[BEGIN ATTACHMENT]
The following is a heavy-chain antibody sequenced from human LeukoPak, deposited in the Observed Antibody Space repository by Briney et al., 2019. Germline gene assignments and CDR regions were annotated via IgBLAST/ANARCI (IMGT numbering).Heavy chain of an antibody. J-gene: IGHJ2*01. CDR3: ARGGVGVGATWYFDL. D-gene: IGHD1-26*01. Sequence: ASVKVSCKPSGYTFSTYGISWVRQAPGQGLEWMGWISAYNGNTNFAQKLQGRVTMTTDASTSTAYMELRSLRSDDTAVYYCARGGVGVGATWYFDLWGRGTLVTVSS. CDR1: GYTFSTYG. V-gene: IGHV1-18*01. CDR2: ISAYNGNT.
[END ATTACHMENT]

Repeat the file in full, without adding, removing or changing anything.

The following is a heavy-chain antibody sequenced from human LeukoPak, deposited in the Observed Antibody Space repository by Briney et al., 2019. Germline gene assignments and CDR regions were annotated via IgBLAST/ANARCI (IMGT numbering).Heavy chain of an antibody. J-gene: IGHJ2*01. CDR3: ARGGVGVGATWYFDL. D-gene: IGHD1-26*01. Sequence: ASVKVSCKPSGYTFSTYGISWVRQAPGQGLEWMGWISAYNGNTNFAQKLQGRVTMTTDASTSTAYMELRSLRSDDTAVYYCARGGVGVGATWYFDLWGRGTLVTVSS. CDR1: GYTFSTYG. V-gene: IGHV1-18*01. CDR2: ISAYNGNT.